Cell phones affect dating dating and romance through out life
According to the FDA, "attempts to replicate and confirm the few studies that did show a connection [between cell phone radiation and head tumors] have failed." If cell phones were causing cancer we could expect a significant rise in the rate of brain and other related cancers.
According to the National Cancer Institute, there was no increase in the incidence of brain or other nervous system cancers between the years 19 despite the fact that cell phone use dramatically increased during those same years.
Robert Block, when cell phones are used by children, "the average RF energy deposition is two times higher in the brain and 10 times higher in the bone marrow of the skull," than for adults.
According to the US Food and Drug Administration (FDA), radiofrequency energy from cell phones can create electromagnetic interference (EMI) that may disrupt the functioning of pacemakers, especially if the cell phone is placed close to the heart. 20, 2011 study of 358,403 Danish citizens – the largest study of its kind to date – concluded that "there was no association between tumors of the central nervous system or brain and long term (10 years ) use of mobile phones." Ionizing radiation, including x-rays and ultraviolet light, produces molecules called ions that have either too many or too few electrons. Cell phone radiation, like radio, TV, and visible light radiation, is non-ionizing and lacks sufficient energy to add or remove electrons from molecules, and therefore it cannot ionize and cause cancer.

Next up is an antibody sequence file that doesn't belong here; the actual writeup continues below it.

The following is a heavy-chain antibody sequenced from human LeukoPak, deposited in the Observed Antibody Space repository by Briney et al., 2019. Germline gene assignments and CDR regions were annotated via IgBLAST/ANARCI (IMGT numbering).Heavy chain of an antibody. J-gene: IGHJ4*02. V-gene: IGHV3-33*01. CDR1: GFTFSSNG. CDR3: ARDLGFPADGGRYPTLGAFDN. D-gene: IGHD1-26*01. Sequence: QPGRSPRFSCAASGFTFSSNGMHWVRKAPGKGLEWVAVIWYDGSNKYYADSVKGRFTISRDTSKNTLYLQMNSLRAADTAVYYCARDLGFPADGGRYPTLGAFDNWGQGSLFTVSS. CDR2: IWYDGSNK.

According to the US Food and Drug Administration (FDA), radiofrequency energy from cell phones can create electromagnetic interference (EMI) that may disrupt the functioning of pacemakers, especially if the cell phone is placed close to the heart.
Whether you are dating someone, interviewing someone, or just meeting someone for the first time, there is a special quality about face-to-face interactions.
Last weekend I went back for a reunion of old friends at my alma mater, the University of Missouri-Columbia, located in the heartland of America.
While wandering around campus, I noticed that just about every student had a cell phone out to read text messages or check voicemails as they walked around — whether they had friends nearby or not.
Eventually she pointed me in the right direction and put the headset back on.
On May 31, 2011, the International Agency for Research on Cancer (IARC) of the World Health Organization (WHO) issued a press release announcing it had added cell phone radiation to its list of physical agents that are "possibly carcinogenic to humans" (group 2B agents).